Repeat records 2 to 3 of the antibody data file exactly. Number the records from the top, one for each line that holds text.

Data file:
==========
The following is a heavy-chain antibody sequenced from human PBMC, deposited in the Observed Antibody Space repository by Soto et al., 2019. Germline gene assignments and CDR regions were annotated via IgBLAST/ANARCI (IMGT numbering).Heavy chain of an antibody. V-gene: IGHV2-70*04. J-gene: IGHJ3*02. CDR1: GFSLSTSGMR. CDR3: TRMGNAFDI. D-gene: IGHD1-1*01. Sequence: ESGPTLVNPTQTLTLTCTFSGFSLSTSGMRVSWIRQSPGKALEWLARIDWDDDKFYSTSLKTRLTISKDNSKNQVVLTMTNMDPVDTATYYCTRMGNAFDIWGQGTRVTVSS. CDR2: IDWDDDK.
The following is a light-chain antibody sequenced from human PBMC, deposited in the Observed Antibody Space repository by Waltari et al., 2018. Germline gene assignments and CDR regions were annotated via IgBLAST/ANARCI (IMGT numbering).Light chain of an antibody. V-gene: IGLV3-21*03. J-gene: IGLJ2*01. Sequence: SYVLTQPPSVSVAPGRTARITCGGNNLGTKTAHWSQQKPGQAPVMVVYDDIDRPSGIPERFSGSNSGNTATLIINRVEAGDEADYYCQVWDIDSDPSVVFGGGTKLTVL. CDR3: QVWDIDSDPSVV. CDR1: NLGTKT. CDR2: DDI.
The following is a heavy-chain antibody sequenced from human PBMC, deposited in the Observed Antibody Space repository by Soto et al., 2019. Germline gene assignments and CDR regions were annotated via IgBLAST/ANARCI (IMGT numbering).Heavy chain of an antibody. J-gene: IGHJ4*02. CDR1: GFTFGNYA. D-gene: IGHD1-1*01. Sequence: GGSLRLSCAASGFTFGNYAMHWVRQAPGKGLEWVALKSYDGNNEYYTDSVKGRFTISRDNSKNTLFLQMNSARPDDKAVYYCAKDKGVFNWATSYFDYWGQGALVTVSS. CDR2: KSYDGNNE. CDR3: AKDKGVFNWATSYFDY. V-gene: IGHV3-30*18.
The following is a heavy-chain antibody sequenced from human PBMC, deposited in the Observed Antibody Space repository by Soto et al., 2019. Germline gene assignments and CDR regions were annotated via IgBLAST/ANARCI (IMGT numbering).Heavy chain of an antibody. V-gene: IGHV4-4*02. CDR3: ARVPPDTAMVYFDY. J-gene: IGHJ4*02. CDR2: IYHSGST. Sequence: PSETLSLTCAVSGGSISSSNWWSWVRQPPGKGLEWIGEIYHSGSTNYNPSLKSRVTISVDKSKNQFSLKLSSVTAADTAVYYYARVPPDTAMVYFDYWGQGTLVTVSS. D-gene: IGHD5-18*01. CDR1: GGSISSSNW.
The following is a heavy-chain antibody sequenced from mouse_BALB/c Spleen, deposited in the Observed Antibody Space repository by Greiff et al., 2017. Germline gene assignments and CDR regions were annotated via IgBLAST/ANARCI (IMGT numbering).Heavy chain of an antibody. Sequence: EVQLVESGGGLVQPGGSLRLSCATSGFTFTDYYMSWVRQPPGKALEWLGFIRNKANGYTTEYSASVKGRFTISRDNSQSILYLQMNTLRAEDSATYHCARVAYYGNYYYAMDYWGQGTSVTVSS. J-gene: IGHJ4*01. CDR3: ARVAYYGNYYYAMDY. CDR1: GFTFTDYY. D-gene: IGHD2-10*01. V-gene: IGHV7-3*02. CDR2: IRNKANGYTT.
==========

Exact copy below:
The following is a light-chain antibody sequenced from human PBMC, deposited in the Observed Antibody Space repository by Waltari et al., 2018. Germline gene assignments and CDR regions were annotated via IgBLAST/ANARCI (IMGT numbering).Light chain of an antibody. V-gene: IGLV3-21*03. J-gene: IGLJ2*01. Sequence: SYVLTQPPSVSVAPGRTARITCGGNNLGTKTAHWSQQKPGQAPVMVVYDDIDRPSGIPERFSGSNSGNTATLIINRVEAGDEADYYCQVWDIDSDPSVVFGGGTKLTVL. CDR3: QVWDIDSDPSVV. CDR1: NLGTKT. CDR2: DDI.
The following is a heavy-chain antibody sequenced from human PBMC, deposited in the Observed Antibody Space repository by Soto et al., 2019. Germline gene assignments and CDR regions were annotated via IgBLAST/ANARCI (IMGT numbering).Heavy chain of an antibody. J-gene: IGHJ4*02. CDR1: GFTFGNYA. D-gene: IGHD1-1*01. Sequence: GGSLRLSCAASGFTFGNYAMHWVRQAPGKGLEWVALKSYDGNNEYYTDSVKGRFTISRDNSKNTLFLQMNSARPDDKAVYYCAKDKGVFNWATSYFDYWGQGALVTVSS. CDR2: KSYDGNNE. CDR3: AKDKGVFNWATSYFDY. V-gene: IGHV3-30*18.